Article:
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Did you know studies have found that having a doula in the
delivery room cuts labor time by 25 percent and lowers your chance of having a
C-section by 50 percent? Those facts were all I needed to hear to be intrigued
by the option of having a doula (a trained labor coach) at my delivery.
I had also heard several women speak highly about their doula
experiences. In fact, some say they never could have had a natural childbirth without
one. Research shows that when a doula is involved, fewer laboring moms opt for
pain medication. Others were happy that their doula was able to confidently
keep them at home during the first stages of labor to avoid going to the
hospital too soon, which can result in unnecessary interventions.
Bottom line? “A doula will be there with you through every
contraction, comforting and supporting you, and performing moves that help
shorten labor,” says Laura Saba, owner of Momdoulary, the New
York City-based doula service that I chose. A doula will support you throughout
the entire labor, even before you head to the hospital. She’ll help you cope
with pain by offering new laboring positions, coaching you through breathing
techniques, offering massage or helping you take a shower or sit on a birthing ball.
Some doulas also offer prenatal labor and breast-feeding classes or postpartum
care and breast-feeding support. Your doctor or midwife, on the other hand, will
show up just in time to catch the baby and complete the actual delivery.
My midwife thinks it’s great that I have a doula, and most midwifes
would agree. But what do ob-gyns think of doulas? It really depends on the
physician, so if you’re considering hiring a doula, talk to your doctor first.
But Dr. Michele Hakakha, a board-certified ob-gyn in private practice in Beverly
Hills, Calif., says she personally not only appreciates having a doula present, but also encourages it, particularly for those attempting labor and
delivery without pain medication. “Having an experienced woman there to help coach,
massage and encourage one through the very tough and painful process of labor
is invaluable,” she says. “A doula can help a woman at home in the early stages
of labor prior to her arrival at a hospital or birthing center; she can act as
a liaison between the patient and hospital staff; and she can lessen a woman's
anxiety and fear just by being in the room.”
While I haven’t committed to a pain-relief-free, natural childbirth just yet
(I’m going to decide what’s best for me on the fly), I do know that since this
is my first baby I will feel more confident and comfortable going through
childbirth with someone by my side (for the duration) that has seen and
supported many labors before. And while all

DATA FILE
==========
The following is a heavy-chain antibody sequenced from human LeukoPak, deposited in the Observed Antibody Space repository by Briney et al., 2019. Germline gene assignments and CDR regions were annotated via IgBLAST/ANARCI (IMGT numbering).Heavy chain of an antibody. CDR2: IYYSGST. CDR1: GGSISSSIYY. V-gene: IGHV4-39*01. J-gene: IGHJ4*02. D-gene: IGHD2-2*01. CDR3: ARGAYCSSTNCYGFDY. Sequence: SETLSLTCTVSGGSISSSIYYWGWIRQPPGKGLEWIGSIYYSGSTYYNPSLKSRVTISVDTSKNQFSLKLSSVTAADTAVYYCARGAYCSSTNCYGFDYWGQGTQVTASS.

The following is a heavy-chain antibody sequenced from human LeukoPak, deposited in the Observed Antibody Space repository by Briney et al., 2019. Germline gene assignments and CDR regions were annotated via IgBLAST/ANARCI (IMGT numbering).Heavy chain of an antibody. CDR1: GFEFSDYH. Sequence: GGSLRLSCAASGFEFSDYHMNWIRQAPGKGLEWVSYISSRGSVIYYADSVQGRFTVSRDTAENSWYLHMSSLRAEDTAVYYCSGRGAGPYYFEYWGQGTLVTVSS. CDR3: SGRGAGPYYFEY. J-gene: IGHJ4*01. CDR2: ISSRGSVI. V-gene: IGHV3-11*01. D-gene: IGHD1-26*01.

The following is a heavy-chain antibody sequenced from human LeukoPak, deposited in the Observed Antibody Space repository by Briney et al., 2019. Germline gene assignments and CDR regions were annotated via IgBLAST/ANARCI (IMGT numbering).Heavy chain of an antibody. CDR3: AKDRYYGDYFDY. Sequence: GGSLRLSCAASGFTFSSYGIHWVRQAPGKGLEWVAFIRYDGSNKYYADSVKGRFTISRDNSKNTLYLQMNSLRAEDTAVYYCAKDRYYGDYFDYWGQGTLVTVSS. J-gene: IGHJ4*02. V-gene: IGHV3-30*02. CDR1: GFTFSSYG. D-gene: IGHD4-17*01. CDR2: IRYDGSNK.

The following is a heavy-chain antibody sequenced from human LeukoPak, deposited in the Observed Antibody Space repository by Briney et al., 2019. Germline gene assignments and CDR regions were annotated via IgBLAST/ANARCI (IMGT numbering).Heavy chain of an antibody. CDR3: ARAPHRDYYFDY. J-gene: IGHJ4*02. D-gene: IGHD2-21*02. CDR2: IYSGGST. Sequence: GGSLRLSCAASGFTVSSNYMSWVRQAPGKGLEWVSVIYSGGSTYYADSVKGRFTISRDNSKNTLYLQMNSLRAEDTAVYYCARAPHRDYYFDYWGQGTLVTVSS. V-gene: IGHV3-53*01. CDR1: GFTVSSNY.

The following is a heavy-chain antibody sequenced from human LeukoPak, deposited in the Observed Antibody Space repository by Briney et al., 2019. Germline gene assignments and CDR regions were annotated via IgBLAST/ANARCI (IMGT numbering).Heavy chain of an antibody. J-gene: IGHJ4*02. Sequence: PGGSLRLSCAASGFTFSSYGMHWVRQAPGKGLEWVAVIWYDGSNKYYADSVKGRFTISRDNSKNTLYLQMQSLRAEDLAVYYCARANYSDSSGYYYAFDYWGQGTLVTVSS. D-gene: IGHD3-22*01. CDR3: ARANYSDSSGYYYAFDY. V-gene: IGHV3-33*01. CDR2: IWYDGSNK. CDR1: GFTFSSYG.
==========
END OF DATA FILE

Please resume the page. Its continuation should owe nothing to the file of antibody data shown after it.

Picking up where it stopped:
doulas are different, “doulas can also help you navigate
the options available throughout childbirth, so that you can make the choices
that make the most sense for you, your circumstances and your birth,” says
Saba. “We help you know what questions to ask, and when.”
A doula won’t replace the support my husband is able to offer (you'd better believe he will be by my side, and he’ll be an important part of
the labor process), but he hasn’t been through childbirth before either. I love that the doula will be able to coach him on the best ways to help me through
So, how did I find my doula? I did a lot of researching and asked friends
and contacts for recommendations. You might find that your prenatal yoga
instructors are doulas or that your doctor or midwife has a few for you to
call. In the end, I stumbled upon mine through a Google search.
When choosing a doula, there are a lot of things you should look for. For
me, cost and chemistry were the top two factors that ruled out most of the
doulas I talked to before settling on “the one.” The price range for doulas
varies greatly (usually $500 on up) but in New York City you’ll be hard-pressed
to find one for less than $1,500 that has much experience under her belt.
I also didn’t want a doula who was totally against epidurals, because, like I
said, I haven’t decided yet if I want to do it "au naturel." Saba agrees that
looking for a doula with an open mind is important. "Too many doulas bring their
own agenda to birth—natural labor or nothing, and we’ve heard some horror
stories,” she says. “Every intervention has a time and place, and doulas [should] encourage moms to consider each one carefully, not just reject them in
the name of a natural birth.”
And ultimately, I had to find someone I could stand spending 12-plus hours
with in the delivery room. “You need to feel a connection with your doula,”
Saba says. “You will be counting on her to guide you through this unfamiliar
terrain so you need to feel confident in her competence and in her commitment